The statement was not supposed to be statement, Anderson Cooper coming out as gay. His e-mail to longtime friend Andrew Sullivan was published on The Daily Beast today, and in this e-mail, Cooper comes out and reassures his friend that this announcement—which surprised who, really?—would not change his objectivity as a reporter.
“It is not part of my job to push an agenda, but rather to be relentlessly honest in everything I see, say and do,” Anderson wrote. “I’ve never wanted to be any kind of reporter other than a good one, and I do not desire to promote any cause other than the truth.”
Entertainment Weekly, recently, ran a story (“By the Way, We’re Gay. The New Art of Coming Out) about the non-event coming out is—and should be—these days. How far we’ve come from the days of Ellen DeGeneres, but isn’t needing a story like EW’s proof that we haven’t come far enough? The real story, one day, should be that there is no story.
A tightrope, Cooper has walked, between being counted and “preserving my reporter’s shield of privacy,” but now that he’s jumped and landed firmly on one side, ending years of speculation, what really will change?
Or what really should change?
When mentioned in articles today and tomorrow, he will be the openly gay reporter—instead of openly gay and reporter, which should be how he’s described, but won’t be described, in mad rushes to get out the news—and his decision to come out, finally, via an e-mail will be critiqued (“What’s the point in making a statement by not making a statement,” someone on Twitter remarked, a few minutes after the news broke, and others began the tired speculation of relationships and secret nude photos and how Cooper likes to have sex).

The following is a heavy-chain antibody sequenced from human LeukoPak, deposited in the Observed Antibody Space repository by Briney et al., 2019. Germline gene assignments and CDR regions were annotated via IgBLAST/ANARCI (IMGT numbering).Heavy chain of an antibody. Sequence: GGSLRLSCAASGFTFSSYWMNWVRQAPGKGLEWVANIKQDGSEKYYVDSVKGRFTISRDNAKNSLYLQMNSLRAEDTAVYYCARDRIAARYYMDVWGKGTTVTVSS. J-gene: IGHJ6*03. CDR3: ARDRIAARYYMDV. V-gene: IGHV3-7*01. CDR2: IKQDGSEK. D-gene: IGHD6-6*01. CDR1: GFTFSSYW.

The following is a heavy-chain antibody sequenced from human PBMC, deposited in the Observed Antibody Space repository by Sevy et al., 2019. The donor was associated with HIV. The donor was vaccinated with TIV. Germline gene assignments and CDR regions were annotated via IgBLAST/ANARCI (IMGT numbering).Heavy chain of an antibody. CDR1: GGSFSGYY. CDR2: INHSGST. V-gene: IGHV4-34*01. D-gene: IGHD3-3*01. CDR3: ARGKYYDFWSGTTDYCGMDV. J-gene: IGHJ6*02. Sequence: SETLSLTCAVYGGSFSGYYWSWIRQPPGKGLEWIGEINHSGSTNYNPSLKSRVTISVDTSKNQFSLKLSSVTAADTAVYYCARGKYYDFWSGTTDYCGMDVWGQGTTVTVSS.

Cooper will be the top story for a news cycle (should have done it on Friday, when his coming out would have been eclipsed by other stories of divorce, scientology, unwed mothers, and even a tax-related prison sentence), and then he will again be that guy with the show, and with the famous family, and who, with Kathy Griffin, counts down the seconds until the ball drops on December 31.
Which is how things should be. Cooper’s coming out shouldn’t change anything. You may see him used as the new poster boy of gay, and he will be asked to speak at GLBT events, and someone, somewhere, may even ask Cooper to be the marshal of a pride parade, but then someone else will come along, because someone else is always coming along.
And this next someone might suggest that Cooper coming out was the push he—or she—needed, but eventually we won’t need reasons, final or otherwise, to come out, because there will be no coming out.
There will just be, as Cooper wrote about what he has in his life, love and being loved.
Which is a better reason to applaud him. Gay isn’t something to celebrate; love is.
photo / AP